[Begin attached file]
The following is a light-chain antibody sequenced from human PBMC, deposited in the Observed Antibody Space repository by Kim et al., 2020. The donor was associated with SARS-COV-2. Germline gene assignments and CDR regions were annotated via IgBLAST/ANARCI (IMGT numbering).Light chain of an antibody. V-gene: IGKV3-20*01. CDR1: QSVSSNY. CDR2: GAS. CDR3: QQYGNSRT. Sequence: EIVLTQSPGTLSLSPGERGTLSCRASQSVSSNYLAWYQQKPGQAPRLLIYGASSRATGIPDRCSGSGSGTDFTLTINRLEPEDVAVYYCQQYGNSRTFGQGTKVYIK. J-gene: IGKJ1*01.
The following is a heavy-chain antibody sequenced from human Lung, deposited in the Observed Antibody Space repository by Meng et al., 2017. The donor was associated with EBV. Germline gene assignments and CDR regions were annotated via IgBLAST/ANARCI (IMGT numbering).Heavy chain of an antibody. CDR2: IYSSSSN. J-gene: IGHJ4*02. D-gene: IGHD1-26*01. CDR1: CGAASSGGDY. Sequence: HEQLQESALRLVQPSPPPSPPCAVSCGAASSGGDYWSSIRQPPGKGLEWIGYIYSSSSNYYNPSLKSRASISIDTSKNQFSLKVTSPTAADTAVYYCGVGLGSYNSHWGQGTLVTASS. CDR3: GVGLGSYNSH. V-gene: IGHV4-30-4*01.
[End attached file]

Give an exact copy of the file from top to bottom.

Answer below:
The following is a light-chain antibody sequenced from human PBMC, deposited in the Observed Antibody Space repository by Kim et al., 2020. The donor was associated with SARS-COV-2. Germline gene assignments and CDR regions were annotated via IgBLAST/ANARCI (IMGT numbering).Light chain of an antibody. V-gene: IGKV3-20*01. CDR1: QSVSSNY. CDR2: GAS. CDR3: QQYGNSRT. Sequence: EIVLTQSPGTLSLSPGERGTLSCRASQSVSSNYLAWYQQKPGQAPRLLIYGASSRATGIPDRCSGSGSGTDFTLTINRLEPEDVAVYYCQQYGNSRTFGQGTKVYIK. J-gene: IGKJ1*01.
The following is a heavy-chain antibody sequenced from human Lung, deposited in the Observed Antibody Space repository by Meng et al., 2017. The donor was associated with EBV. Germline gene assignments and CDR regions were annotated via IgBLAST/ANARCI (IMGT numbering).Heavy chain of an antibody. CDR2: IYSSSSN. J-gene: IGHJ4*02. D-gene: IGHD1-26*01. CDR1: CGAASSGGDY. Sequence: HEQLQESALRLVQPSPPPSPPCAVSCGAASSGGDYWSSIRQPPGKGLEWIGYIYSSSSNYYNPSLKSRASISIDTSKNQFSLKVTSPTAADTAVYYCGVGLGSYNSHWGQGTLVTASS. CDR3: GVGLGSYNSH. V-gene: IGHV4-30-4*01.